The Embedded Epistemologist: Dispatches from the Legal Front
Ratio Juris. Vol. 25 No. 2, June 2012
31 Pages Posted: 13 Jul 2012
Date Written: July 11, 2012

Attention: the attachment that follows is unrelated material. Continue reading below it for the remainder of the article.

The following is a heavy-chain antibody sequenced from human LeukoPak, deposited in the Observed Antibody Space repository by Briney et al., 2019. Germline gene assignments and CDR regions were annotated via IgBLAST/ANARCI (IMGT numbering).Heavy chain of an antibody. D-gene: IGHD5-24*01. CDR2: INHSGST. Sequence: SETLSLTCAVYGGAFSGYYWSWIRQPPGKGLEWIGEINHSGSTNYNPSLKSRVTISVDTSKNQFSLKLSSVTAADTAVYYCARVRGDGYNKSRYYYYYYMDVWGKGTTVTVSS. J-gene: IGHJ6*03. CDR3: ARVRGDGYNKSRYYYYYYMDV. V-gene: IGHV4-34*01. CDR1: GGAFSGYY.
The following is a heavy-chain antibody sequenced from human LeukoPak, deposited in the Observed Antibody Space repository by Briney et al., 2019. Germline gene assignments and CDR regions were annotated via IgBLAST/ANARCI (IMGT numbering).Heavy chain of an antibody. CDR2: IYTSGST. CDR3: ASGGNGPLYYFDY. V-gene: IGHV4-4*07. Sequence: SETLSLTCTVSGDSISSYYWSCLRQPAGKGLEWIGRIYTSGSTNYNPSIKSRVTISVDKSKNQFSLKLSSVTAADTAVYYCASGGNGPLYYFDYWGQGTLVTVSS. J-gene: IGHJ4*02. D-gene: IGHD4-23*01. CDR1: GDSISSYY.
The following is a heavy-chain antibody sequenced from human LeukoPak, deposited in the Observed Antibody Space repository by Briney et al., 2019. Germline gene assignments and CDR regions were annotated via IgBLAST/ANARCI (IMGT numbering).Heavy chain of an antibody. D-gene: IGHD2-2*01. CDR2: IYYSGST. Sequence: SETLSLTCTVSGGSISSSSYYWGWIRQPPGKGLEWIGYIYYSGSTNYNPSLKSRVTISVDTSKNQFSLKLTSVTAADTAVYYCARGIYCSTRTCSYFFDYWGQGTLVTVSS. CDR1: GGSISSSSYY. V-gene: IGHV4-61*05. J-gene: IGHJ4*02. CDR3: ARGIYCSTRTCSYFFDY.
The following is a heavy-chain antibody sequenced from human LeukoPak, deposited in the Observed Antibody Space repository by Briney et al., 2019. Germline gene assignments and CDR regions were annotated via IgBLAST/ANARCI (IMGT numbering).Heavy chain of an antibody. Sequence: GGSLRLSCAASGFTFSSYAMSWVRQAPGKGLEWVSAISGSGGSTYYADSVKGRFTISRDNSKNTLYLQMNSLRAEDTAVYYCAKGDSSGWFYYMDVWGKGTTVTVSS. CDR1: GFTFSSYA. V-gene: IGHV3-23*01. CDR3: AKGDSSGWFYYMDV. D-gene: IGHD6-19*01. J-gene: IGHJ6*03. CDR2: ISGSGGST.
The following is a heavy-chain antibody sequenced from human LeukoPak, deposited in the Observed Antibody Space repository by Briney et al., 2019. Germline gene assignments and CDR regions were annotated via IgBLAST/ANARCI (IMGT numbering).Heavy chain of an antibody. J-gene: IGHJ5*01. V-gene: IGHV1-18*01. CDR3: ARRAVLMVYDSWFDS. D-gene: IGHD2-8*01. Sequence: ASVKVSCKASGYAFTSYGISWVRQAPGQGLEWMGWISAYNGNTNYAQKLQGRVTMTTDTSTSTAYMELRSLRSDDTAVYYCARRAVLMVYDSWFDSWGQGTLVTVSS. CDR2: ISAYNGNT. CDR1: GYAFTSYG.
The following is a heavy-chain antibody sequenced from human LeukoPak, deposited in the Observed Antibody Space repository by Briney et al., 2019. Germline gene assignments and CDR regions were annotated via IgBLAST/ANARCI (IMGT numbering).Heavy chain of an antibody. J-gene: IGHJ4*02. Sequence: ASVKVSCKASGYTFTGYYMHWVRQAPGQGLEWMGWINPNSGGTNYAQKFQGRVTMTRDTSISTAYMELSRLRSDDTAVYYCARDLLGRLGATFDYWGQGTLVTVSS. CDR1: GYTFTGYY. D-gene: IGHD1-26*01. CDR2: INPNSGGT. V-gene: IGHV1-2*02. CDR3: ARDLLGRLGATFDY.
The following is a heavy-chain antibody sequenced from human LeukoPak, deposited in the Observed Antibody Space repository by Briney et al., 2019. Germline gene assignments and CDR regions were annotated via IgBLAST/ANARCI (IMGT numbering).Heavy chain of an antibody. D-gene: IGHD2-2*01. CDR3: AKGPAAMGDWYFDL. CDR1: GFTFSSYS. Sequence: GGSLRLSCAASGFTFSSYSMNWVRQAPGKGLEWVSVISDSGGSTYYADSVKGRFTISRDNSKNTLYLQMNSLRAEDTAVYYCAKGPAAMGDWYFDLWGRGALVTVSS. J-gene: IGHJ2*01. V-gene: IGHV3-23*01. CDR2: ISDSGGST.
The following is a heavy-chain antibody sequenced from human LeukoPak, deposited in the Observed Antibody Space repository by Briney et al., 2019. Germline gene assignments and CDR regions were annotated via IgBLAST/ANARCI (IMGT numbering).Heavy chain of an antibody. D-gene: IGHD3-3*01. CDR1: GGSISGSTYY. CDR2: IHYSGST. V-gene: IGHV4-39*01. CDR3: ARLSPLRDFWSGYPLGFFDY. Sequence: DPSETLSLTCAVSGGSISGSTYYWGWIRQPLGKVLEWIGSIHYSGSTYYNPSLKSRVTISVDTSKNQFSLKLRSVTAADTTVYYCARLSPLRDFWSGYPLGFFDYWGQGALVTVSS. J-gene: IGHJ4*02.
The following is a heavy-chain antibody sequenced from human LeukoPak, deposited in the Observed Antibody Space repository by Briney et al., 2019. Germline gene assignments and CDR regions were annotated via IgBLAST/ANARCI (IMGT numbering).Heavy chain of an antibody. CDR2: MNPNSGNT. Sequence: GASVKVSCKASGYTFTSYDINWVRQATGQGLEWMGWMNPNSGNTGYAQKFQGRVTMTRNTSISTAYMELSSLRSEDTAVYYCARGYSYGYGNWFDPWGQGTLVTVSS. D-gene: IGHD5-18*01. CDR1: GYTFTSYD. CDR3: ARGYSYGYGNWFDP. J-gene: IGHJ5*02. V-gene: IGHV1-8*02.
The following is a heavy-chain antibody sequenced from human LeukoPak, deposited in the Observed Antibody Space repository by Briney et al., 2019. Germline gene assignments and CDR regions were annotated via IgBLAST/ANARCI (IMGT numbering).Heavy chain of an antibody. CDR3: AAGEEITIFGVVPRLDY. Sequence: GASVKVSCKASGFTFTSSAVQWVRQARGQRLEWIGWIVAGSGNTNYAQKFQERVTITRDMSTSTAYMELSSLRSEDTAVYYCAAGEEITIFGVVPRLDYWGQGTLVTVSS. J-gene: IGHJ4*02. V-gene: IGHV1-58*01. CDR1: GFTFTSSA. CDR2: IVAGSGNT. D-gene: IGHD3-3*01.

In ordinary circumstances, we can assess the worth of evidence well enough without benefit of any theory; but when evidence is especially complex, ambiguous, or emotionally disturbing - as it often is in legal context - epistemological theory may be helpful. A legal fact-finder is asked to determine whether the propostion that the defendant is guilty, or is liable, is established to the required degree of proof by the [admissible] evidence presented; i.e, to make an epistemological appraisal. The foundherentist theory developed in Evidence and Inquiry can help us understand what this means; and reveals that degrees of proof cannot be construed as mathematical probabilities: a point illustrated by comparing the advantages of a foundherentist analysis with the disadvantages of probabilistic analyses of the evidence in the Sacco and Vanzetti case (1921), and of the role of the statistical evidence in Collins (1996).
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